Long before there was western science, our ancestors were doing remarkable things in observing the world around us and making structures that captured the solar cycle. Chaco canyon is a great example of that.
They were very talented observers. Long before western science, western mathematics, came along, they were building these remarkably detailed structures. Our ancestors were doing it. Native people have been very talented engineers and scientists for millennia. They did it for survival. You have to be very observant to the world around you in order to survive.
On another side of that, talking about the southwest, about my tribe’s [mounds]—looking at the mounds structures, they’re oriented to the cardinal directions. These huge mounds, built by hand, align with the cardinal directions. How did they do that, measure things out and build it? It took a lot of expertise to do that. So those were remarkable engineers thousands of years ago. That’s directly related. So that’s near and dear to my heart.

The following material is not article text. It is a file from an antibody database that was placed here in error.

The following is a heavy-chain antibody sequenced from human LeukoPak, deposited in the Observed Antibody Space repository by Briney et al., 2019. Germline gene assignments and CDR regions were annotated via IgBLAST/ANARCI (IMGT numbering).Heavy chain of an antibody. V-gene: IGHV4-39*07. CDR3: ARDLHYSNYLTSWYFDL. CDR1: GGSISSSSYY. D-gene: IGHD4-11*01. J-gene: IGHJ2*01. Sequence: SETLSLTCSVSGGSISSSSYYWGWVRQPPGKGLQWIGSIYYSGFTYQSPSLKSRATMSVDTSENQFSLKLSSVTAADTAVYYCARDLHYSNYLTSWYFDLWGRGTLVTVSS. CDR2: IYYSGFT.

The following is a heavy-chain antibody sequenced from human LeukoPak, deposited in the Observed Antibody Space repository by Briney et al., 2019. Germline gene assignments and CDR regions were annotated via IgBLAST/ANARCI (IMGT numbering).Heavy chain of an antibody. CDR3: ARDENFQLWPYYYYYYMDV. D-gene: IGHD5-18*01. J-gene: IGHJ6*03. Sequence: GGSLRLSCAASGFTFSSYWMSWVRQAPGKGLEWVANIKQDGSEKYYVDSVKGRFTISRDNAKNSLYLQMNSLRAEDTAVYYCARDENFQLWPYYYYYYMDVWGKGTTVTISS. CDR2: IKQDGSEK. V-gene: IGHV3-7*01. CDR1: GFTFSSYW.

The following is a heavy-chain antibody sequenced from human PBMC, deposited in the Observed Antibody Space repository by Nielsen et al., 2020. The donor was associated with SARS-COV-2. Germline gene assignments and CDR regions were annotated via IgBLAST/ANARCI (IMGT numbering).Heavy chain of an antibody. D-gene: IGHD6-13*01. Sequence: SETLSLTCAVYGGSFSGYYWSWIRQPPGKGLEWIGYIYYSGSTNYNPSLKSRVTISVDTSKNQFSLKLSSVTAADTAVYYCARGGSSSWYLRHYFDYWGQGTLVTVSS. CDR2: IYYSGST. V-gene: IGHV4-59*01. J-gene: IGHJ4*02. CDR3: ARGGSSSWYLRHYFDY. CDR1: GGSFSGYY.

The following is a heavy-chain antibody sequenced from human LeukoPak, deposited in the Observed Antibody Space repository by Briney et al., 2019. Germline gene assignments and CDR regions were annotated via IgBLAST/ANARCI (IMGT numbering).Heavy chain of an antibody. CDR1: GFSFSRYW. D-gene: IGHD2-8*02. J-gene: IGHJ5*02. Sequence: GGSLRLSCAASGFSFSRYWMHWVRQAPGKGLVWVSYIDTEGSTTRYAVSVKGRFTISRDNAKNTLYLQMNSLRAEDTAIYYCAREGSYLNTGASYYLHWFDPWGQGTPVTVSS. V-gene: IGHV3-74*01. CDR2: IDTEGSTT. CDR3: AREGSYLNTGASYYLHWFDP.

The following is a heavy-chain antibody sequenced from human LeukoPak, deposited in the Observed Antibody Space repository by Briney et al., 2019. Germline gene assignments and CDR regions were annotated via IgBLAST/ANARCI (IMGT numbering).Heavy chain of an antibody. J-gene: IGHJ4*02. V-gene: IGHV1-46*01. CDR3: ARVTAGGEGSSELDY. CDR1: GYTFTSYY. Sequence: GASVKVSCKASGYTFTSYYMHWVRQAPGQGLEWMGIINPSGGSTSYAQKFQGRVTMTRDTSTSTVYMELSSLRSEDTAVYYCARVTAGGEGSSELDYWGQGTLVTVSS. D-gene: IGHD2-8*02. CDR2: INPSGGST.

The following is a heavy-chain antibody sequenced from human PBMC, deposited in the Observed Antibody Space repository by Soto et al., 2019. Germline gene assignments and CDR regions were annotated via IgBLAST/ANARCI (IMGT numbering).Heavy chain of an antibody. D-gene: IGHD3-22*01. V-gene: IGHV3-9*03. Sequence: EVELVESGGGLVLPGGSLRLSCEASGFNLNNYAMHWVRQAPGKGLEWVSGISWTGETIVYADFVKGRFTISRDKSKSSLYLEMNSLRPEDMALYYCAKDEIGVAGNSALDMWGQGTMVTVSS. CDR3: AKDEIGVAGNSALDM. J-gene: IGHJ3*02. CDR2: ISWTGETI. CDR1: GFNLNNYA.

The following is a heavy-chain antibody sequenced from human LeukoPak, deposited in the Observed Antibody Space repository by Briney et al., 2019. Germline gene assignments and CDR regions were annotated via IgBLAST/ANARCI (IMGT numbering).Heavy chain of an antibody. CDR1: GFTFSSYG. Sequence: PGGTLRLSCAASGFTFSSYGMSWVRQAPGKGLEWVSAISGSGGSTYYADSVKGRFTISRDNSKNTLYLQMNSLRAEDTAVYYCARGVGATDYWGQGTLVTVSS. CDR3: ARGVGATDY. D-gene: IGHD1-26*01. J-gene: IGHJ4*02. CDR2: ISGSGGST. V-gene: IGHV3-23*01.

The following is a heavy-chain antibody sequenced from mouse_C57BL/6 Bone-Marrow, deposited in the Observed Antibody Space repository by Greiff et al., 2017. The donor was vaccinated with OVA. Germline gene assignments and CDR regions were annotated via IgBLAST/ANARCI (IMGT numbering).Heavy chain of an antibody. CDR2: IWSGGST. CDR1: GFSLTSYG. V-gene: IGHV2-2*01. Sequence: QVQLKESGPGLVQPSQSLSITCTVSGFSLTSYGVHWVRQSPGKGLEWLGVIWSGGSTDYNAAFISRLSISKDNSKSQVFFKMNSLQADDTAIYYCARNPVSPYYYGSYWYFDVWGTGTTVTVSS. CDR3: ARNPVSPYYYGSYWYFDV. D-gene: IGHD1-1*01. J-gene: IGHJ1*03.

I like to solve problems. I like to see how stuff works. I like challenge. My ancestors were able to rise to challenges that came their way. I’d like to say I’m doing the same thing.
— Astronaut John B. Herrington, first American Indian (Chickasaw) in space, when asked in this interview
”What can Indigenous perspectives bring to space exploration?” (via karonhiake